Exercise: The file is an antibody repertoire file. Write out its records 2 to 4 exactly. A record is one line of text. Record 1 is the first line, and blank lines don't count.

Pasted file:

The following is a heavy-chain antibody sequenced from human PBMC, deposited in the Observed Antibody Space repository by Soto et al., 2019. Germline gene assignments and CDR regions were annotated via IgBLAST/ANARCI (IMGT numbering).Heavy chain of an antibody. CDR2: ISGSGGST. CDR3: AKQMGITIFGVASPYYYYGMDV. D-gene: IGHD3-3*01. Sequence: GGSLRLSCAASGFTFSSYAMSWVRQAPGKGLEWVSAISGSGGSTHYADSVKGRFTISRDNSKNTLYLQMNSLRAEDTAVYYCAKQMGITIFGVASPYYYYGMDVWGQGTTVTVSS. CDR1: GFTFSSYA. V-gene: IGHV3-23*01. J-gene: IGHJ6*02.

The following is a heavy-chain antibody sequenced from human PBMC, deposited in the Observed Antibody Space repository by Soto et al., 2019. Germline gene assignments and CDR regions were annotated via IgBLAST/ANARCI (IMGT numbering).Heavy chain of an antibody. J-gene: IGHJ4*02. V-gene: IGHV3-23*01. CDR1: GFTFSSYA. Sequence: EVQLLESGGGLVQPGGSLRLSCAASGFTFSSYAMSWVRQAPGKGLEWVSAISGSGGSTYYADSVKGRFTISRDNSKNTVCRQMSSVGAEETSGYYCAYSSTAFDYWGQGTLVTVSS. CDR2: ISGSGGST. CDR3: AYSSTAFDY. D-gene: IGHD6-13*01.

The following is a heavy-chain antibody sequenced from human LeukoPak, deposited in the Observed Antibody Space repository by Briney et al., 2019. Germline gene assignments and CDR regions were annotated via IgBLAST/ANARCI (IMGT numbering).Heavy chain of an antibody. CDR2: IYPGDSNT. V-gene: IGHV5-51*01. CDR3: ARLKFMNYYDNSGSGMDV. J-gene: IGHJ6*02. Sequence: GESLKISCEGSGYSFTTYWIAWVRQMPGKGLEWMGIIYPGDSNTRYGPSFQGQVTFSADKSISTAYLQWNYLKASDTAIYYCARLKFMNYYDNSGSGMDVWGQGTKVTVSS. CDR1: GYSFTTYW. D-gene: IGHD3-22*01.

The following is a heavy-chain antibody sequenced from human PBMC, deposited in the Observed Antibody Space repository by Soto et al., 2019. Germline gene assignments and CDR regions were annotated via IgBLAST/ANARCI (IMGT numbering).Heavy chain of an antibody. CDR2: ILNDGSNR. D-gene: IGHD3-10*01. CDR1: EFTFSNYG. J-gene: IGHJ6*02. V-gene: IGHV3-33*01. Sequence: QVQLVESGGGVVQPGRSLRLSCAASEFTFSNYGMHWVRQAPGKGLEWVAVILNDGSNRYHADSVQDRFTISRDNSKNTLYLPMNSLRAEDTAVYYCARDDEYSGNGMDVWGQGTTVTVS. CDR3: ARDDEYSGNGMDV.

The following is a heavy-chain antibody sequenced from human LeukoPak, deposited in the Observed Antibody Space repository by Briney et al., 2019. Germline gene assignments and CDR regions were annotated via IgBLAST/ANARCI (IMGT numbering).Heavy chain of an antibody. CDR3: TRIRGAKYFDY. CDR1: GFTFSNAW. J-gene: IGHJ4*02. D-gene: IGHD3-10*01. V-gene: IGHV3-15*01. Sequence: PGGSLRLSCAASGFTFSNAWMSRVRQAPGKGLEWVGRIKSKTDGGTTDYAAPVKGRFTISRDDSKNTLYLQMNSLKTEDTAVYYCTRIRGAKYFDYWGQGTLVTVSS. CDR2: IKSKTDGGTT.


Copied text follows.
The following is a heavy-chain antibody sequenced from human PBMC, deposited in the Observed Antibody Space repository by Soto et al., 2019. Germline gene assignments and CDR regions were annotated via IgBLAST/ANARCI (IMGT numbering).Heavy chain of an antibody. J-gene: IGHJ4*02. V-gene: IGHV3-23*01. CDR1: GFTFSSYA. Sequence: EVQLLESGGGLVQPGGSLRLSCAASGFTFSSYAMSWVRQAPGKGLEWVSAISGSGGSTYYADSVKGRFTISRDNSKNTVCRQMSSVGAEETSGYYCAYSSTAFDYWGQGTLVTVSS. CDR2: ISGSGGST. CDR3: AYSSTAFDY. D-gene: IGHD6-13*01.

The following is a heavy-chain antibody sequenced from human LeukoPak, deposited in the Observed Antibody Space repository by Briney et al., 2019. Germline gene assignments and CDR regions were annotated via IgBLAST/ANARCI (IMGT numbering).Heavy chain of an antibody. CDR2: IYPGDSNT. V-gene: IGHV5-51*01. CDR3: ARLKFMNYYDNSGSGMDV. J-gene: IGHJ6*02. Sequence: GESLKISCEGSGYSFTTYWIAWVRQMPGKGLEWMGIIYPGDSNTRYGPSFQGQVTFSADKSISTAYLQWNYLKASDTAIYYCARLKFMNYYDNSGSGMDVWGQGTKVTVSS. CDR1: GYSFTTYW. D-gene: IGHD3-22*01.

The following is a heavy-chain antibody sequenced from human PBMC, deposited in the Observed Antibody Space repository by Soto et al., 2019. Germline gene assignments and CDR regions were annotated via IgBLAST/ANARCI (IMGT numbering).Heavy chain of an antibody. CDR2: ILNDGSNR. D-gene: IGHD3-10*01. CDR1: EFTFSNYG. J-gene: IGHJ6*02. V-gene: IGHV3-33*01. Sequence: QVQLVESGGGVVQPGRSLRLSCAASEFTFSNYGMHWVRQAPGKGLEWVAVILNDGSNRYHADSVQDRFTISRDNSKNTLYLPMNSLRAEDTAVYYCARDDEYSGNGMDVWGQGTTVTVS. CDR3: ARDDEYSGNGMDV.